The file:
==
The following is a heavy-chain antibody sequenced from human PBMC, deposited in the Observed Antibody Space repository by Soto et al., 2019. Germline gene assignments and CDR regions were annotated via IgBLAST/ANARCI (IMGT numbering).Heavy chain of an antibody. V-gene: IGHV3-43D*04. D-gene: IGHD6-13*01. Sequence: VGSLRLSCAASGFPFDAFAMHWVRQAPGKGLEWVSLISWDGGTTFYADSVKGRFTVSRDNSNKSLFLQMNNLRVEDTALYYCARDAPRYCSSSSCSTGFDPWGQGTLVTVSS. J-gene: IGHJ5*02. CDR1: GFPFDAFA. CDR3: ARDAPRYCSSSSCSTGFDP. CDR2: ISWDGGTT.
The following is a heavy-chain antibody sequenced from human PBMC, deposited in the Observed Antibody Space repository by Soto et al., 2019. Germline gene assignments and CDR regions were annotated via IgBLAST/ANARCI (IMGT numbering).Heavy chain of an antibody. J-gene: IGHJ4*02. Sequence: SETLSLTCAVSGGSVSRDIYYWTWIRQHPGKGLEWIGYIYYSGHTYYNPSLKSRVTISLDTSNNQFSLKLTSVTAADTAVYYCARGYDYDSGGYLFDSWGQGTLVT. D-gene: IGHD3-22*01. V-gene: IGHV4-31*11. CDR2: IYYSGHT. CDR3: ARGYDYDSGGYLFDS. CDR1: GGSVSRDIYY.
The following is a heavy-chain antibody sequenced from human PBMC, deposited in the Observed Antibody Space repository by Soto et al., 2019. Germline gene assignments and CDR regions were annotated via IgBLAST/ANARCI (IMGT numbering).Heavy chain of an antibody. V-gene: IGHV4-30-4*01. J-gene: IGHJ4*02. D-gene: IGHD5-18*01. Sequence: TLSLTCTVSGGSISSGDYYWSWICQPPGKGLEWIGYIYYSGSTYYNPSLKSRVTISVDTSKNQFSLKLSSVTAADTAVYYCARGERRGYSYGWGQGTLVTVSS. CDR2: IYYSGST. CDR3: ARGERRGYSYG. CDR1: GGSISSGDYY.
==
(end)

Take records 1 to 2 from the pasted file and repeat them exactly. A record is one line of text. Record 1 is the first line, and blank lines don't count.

The following is a heavy-chain antibody sequenced from human PBMC, deposited in the Observed Antibody Space repository by Soto et al., 2019. Germline gene assignments and CDR regions were annotated via IgBLAST/ANARCI (IMGT numbering).Heavy chain of an antibody. V-gene: IGHV3-43D*04. D-gene: IGHD6-13*01. Sequence: VGSLRLSCAASGFPFDAFAMHWVRQAPGKGLEWVSLISWDGGTTFYADSVKGRFTVSRDNSNKSLFLQMNNLRVEDTALYYCARDAPRYCSSSSCSTGFDPWGQGTLVTVSS. J-gene: IGHJ5*02. CDR1: GFPFDAFA. CDR3: ARDAPRYCSSSSCSTGFDP. CDR2: ISWDGGTT.
The following is a heavy-chain antibody sequenced from human PBMC, deposited in the Observed Antibody Space repository by Soto et al., 2019. Germline gene assignments and CDR regions were annotated via IgBLAST/ANARCI (IMGT numbering).Heavy chain of an antibody. J-gene: IGHJ4*02. Sequence: SETLSLTCAVSGGSVSRDIYYWTWIRQHPGKGLEWIGYIYYSGHTYYNPSLKSRVTISLDTSNNQFSLKLTSVTAADTAVYYCARGYDYDSGGYLFDSWGQGTLVT. D-gene: IGHD3-22*01. V-gene: IGHV4-31*11. CDR2: IYYSGHT. CDR3: ARGYDYDSGGYLFDS. CDR1: GGSVSRDIYY.